[xlii] OC 5/85, supra.  It is interesting to note that the Schmidt case might have been submitted to the court as a contentious case, but the question was instead submitted as a request for an advisory opinion.  Under Article 61 of the American Convention, only the Commission or a State party has the right to bring a case to the Inter-American Court.  In this case there was no legal advantage to the State in submitting the case to the Commission, as the decision had been favorable to it.  However, recognizing the importance of the issue due to the high incidence of similar laws in other Latin American countries, Costa Rica decided that an advisory opinion on the issue would be useful.  Unlike a decision by the Court in a contentious case, advisory opinions are not binding, final, and enforceable.  See id. paras. 16-28.

[xliii] Id. para. 71.

[xliv] Id. para. 74.

[xlv] American Convention on Human Rights, Article 13.2.b.

[xlvi] American Convention on Human Rights, Article 32.2.

[xlvii] OC 5/85, supra, paras. 68-69.

[xlviii] Id. para. 76.

[xlix] Id. para. 77.

[l] See Id. para.79. See also American Convention on Human Rights, Article 13.2.

[li] Id. para. 79.

[lii] American Convention on Human Rights, Article 13.3

[liii] Case 7778, Resolution Nº 16/82, Guatemala, Obispo Juan Gerardi, March 9, 1982.

[liv] Case 9855, Resolution Nº 20/88, Haiti, Nicolas Estiverne, March 24, 1988.

[lv] Inter-American Court of Human Rights, Ivcher Bronstein Case, Series C, Nº 74, Judgment of February 6, 2001.

[lvi] Id. para. 162.

[lvii] Id. para. 163.

[lviii] See Case 10.580, Report Nº 10/95, Ecuador, Manuel Bolaños, September 12, 1995.  The first case in which the Commission addressed the right to truth was the 1995 case of the disappearance of Manuel Bolaños in Ecuador.  The Ecuadorian Marines allegedly took Manuel Bolaños into custody to review his identification documents.  Mr. Bolaños was never seen or heard from again.  After Mr. Bolaños’ disappearance, his family presented habeas corpus petitions before the appropriate courts.  The habeas corpus petitions were rejected.  Nearly two years after Mr. Bolaños disappeared, his family received news that he had died while in the custody of the Marines and that an investigation into his death was under way.  However, the government never established the responsibility of those who allegedly tortured and killed Mr. Bolaños.  The Commission found a number of violations in the case, among these the violation of the family's right to the truth about what happened to Manuel Bolaños, the circumstances of his detention and death, and the location of his remains.  This right, the Commission stated, arises from the State’s obligation to “use all means at its disposal to carry out a serious investigation of violations committed within its jurisdiction to identify those responsible."  Id. at “Analysis” , Section II, at para. 45, citing Velásquez Rodríguez, Judgment of July 29, 1988 at para. 166.  The Commission asserted that because the courts initially failed to investigate into the disappearance of Mr. Bolaños, because the State failed to inform Mr. Bolaños’ family of his death or the location of his remains, and because of the delay in the investigation that finally did occur, the State violated the family’s right to justice and right to know the truth.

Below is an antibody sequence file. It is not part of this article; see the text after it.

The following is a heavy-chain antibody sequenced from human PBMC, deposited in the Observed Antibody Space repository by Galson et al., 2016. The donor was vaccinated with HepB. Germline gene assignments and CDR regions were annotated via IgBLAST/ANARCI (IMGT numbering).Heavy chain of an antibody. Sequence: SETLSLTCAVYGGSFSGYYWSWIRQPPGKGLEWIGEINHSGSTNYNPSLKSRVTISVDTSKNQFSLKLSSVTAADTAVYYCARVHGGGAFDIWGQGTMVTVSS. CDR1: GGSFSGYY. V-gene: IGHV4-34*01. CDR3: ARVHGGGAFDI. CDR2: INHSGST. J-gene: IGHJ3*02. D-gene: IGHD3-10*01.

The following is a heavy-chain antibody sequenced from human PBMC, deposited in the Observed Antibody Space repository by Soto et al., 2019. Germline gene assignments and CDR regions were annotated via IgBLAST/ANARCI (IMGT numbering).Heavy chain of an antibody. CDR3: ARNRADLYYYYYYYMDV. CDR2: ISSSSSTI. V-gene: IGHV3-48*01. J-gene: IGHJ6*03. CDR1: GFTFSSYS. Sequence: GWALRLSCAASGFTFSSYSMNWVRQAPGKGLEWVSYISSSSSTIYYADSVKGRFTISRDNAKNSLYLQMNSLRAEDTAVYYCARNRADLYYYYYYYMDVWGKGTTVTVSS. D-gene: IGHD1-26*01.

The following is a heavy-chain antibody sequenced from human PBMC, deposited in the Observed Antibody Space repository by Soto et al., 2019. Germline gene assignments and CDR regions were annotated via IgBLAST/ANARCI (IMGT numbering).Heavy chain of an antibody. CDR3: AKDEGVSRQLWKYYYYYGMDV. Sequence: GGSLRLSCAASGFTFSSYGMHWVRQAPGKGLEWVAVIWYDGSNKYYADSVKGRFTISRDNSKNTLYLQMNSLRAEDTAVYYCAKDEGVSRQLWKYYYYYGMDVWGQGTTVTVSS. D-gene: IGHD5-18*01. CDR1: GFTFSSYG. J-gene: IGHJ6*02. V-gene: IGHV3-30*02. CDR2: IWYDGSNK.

[lix] In some cases, the Commission has not addressed Article 13 in the context of right to truth cases.  See, eg. Case 10.258, Report Nº 1/97, Ecuador, Manuel García Franco, March 12, 1997; Case 10.606, Report Nº 11/98, Guatemala, Samuel de la Cruz Gómez, April 7, 1998; Case 11.275, Report Nº 140/99, Guatemala, Francisco Guarcas Cipriano, December 21, 1999; Cases 10.588 (Isabela Velásquez and Francisco Velásquez), 10.608 (Ronal Homero Nota et al.), 10.796 (Eleodoro Polanco Arévalo), 10.856 (Adolfo René and Luis Pacheco del Cid), and 10.921 (Nicolás Matoj et al.), Report Nº 40/00, Guatemala, April 13, 2000.  An examination of the facts of all of the various right to truth cases seems to indicate that the Commission considers Article 13 to be particularly important in cases dealing with amnesty laws.  This is due to the fact that when an amnesty law is in effect, there is no opportunity for judicial action against the perpetrators of the crime and information becomes the sole means by which family members can achieve some degree of reparation.  Moreover, information is essential in these cases because members of society must be aware of the abuses that have taken place in order to monitor and prevent similar abuses in the future.

[lx] Cases 11.505, 11.532, 11.541, 11.546, 11.549, 11.569, 11.572, 11.573, 11.583, 11.595, 11.657, 11.705, Report Nº 25/98, Chile, Alfonso René Chanfeau Orayce, April 7, 1998.

[lxi] Id. para. 92, citing IACHR, Annual Report, 1985-86 at p. 193.

[lxii] Id. para. 87, citing Castillo Paéz, Judgment of November 3, 1997 at para. 86.

[lxiii] Case 10.480, Report Nº 1/99, El Salvador, Lucio Parada Cea, Héctor Joaquín Miranda Marroquín, Fausto García Funes, Andrés Hernández Carpio, Jose Catalino Meléndez y Carlos Antonio Martínez, January 27, 1999.

[lxiv] Id. para. 151. 

[lxv] Case 10.488, Report Nº 136/99, El Salvador, Ignacio Ellacuría, December 22, 1999.

[lxvi] Id. para 224.

[lxvii] Case 11.481, Report Nº 37/00, El Salvador, Monsignor Oscar Arnulfo Romero y Galdámez, April 13, 2000.

[lxviii] Bámaca Velásquez Case, Judgment of November 25, 2000; Barrios Altos Case, Judgment of March 14, 2001.

[lxix] See Inter-American Court of Human Rights, Enforceability of the Right to Reply or Correction (Articles 14(1), 1(1) and 2 American Convention on Human Rights), Advisory Opinion OC-7/86, Series A Nº 7, August 29, 1986, para. 25.

[lxx] Id. at para. 35.

[lxxi] Id.